Then-manager Bill "KLF" Drummond says this song was kept off the album and buried as a b-side of a non-album single, even though it was an obvious hit, because it was also too obviously a drug song, and the label wouldn't have allowed it. Ian said that was BS, and it was left off the album because the original version sucked, and it wasn't until they came back and recorded a totally different version that it was worth releasing. Who's remembering right? Who knows. But foreign labels apparently had no problems with the song—most of them added it as a bonus track—even if it didn't appear on LP in the UK until the best-of half a decade later.

Echo and the Bunnymen – The Cutter Lyrics 4 years ago
This song is about creating music. But I don't think "the cutter" is the labels and their pet producers trying to water it down, as so many of the comments say. From almost any other band, I'd agree, but not from Ian McCulloch.

For one thing, Echo & the Bunnymen had been lucky and never really faced any kind of label interference up to this point. And if you look at the history of this album, even in Ian's words, he was the reason for all of the problems they had with it, not the label (much less the producer, Ian Broudie, who the band asked for and got over the label's original choice). It's worth reading the story in Turquoise Days, or at least the summary on the Wikipedia page for this album.

Ian has said the whole album is about "coming to terms with the opposites in me", and that it's "so personal that I hate it, it's oppressive". It ties in with the general struggle with OCD that so many of his songs are about, but in this one, it's specifically about how that struggle manifests when trying to get a song from the raw Peel Session version to the final world-conquering single. It's his own alternating self-doubt and perfectionism that drove him to keep rewriting and rearranging this song (only part of the chorus survived from the 1981 version, called "Happy Loss"), and I think that as it evolved over countless obsessive rewrites, it became about that process itself.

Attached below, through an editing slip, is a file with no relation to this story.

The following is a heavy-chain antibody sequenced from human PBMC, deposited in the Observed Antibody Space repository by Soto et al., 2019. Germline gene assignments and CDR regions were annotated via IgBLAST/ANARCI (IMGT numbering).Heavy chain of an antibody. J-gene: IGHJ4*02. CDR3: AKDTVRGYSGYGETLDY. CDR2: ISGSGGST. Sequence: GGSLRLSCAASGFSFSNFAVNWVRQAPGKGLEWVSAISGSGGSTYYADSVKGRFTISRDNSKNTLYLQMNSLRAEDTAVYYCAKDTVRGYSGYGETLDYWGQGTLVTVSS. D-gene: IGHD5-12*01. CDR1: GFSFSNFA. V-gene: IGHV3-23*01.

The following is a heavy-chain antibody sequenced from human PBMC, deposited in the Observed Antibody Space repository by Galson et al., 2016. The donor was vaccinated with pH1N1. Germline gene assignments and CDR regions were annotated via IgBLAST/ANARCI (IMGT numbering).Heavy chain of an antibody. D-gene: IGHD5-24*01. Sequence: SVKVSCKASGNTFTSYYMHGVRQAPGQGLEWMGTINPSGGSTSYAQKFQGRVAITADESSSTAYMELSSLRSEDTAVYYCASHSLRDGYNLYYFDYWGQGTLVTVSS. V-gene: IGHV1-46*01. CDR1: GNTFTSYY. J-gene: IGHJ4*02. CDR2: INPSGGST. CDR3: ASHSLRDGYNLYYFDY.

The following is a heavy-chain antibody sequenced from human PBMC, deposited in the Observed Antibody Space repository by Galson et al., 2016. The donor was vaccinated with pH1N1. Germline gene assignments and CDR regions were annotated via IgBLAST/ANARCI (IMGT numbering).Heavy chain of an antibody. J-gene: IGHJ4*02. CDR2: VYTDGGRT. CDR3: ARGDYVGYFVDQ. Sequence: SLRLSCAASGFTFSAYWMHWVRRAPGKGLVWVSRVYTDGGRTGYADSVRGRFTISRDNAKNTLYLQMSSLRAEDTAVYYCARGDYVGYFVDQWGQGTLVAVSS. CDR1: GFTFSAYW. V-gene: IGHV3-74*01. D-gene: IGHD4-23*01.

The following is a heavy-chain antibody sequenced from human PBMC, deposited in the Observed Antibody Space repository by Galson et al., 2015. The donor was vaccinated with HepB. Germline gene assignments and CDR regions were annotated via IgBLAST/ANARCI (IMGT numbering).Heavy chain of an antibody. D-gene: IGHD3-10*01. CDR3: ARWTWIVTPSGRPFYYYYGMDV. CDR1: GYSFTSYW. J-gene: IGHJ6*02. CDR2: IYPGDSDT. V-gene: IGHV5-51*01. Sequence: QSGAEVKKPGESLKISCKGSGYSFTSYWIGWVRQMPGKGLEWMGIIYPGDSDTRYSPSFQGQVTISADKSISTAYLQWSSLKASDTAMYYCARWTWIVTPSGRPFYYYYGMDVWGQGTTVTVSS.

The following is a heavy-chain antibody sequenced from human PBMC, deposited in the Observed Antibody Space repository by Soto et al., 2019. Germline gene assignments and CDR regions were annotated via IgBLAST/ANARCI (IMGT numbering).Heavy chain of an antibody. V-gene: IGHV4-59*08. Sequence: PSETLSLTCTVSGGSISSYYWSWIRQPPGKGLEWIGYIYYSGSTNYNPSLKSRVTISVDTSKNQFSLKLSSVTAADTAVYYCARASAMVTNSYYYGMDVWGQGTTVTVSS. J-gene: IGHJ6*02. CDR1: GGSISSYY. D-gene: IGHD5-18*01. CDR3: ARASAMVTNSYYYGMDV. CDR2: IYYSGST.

Echo and the Bunnymen – The Cutter Lyrics 4 years ago
The "seventh floor" is studio 7B on the seventh floor at Broadcasting House, where the famous Peel Sessions were recorded.

Thanks to regulations forced on the BBC by EMI back in the 1940s, DJs were severely restricted from putting a song into rotation unless it was an official single on a major label. John Peel found a clever end-run to this: he'd hire the band members as "session musicians" to come in and record a "cover" of their own song, which then counted as BBC content, so he could play it as often as he liked. By 1982, the Peel Sessions were a cultural institution, which Peel had used to break hundreds of bands, in a dozen new genres from psychedelic to punk.

Echo & the Bunnymen were particular faves of Peel's, and they were appreciative. In 1979, their demos had been rejected by all of the labels, but after their first Peel Session, Warner not only signed them, but created a new imprint (Korova) to sign similar bands. And Peel kept bringing them back—in the middle of recording Porcupine, they did their 4th session in 3 years, which got "Back of Love" heavy airplay before it was released as a single.